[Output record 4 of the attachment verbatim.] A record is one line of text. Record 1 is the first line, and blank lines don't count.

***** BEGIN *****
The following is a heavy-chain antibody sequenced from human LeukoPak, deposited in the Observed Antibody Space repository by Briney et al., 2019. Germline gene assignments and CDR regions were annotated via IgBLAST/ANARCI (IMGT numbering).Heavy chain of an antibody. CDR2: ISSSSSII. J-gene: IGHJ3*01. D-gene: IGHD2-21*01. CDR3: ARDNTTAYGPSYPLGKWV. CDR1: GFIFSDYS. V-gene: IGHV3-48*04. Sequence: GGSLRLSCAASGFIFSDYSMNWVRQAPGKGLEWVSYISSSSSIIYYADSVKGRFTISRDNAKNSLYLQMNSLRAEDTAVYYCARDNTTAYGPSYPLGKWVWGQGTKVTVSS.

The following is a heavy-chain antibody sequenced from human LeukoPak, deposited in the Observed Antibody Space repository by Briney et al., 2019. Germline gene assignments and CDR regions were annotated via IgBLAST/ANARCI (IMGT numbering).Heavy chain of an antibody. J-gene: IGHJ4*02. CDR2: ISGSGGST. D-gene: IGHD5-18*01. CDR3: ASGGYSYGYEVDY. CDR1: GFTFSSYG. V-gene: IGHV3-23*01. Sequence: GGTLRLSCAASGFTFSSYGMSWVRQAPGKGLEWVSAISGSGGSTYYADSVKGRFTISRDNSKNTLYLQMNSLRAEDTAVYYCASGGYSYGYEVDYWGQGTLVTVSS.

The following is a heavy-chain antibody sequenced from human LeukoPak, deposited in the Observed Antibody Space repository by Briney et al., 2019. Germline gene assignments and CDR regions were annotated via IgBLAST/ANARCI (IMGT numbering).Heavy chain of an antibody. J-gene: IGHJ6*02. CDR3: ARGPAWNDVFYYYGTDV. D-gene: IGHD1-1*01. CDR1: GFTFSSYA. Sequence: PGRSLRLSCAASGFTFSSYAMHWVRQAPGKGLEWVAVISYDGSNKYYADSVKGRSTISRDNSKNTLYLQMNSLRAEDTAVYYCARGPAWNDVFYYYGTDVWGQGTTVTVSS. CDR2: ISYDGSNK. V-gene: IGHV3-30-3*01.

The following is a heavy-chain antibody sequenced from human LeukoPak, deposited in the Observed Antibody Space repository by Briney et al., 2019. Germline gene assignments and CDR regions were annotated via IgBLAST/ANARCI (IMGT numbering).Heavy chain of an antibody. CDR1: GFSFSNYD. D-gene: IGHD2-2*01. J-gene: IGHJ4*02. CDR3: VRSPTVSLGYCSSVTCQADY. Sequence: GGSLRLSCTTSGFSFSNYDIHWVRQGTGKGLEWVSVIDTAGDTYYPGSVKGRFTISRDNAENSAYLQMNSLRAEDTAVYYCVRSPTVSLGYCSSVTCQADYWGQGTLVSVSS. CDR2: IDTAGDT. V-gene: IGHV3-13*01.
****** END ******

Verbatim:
The following is a heavy-chain antibody sequenced from human LeukoPak, deposited in the Observed Antibody Space repository by Briney et al., 2019. Germline gene assignments and CDR regions were annotated via IgBLAST/ANARCI (IMGT numbering).Heavy chain of an antibody. CDR1: GFSFSNYD. D-gene: IGHD2-2*01. J-gene: IGHJ4*02. CDR3: VRSPTVSLGYCSSVTCQADY. Sequence: GGSLRLSCTTSGFSFSNYDIHWVRQGTGKGLEWVSVIDTAGDTYYPGSVKGRFTISRDNAENSAYLQMNSLRAEDTAVYYCVRSPTVSLGYCSSVTCQADYWGQGTLVSVSS. CDR2: IDTAGDT. V-gene: IGHV3-13*01.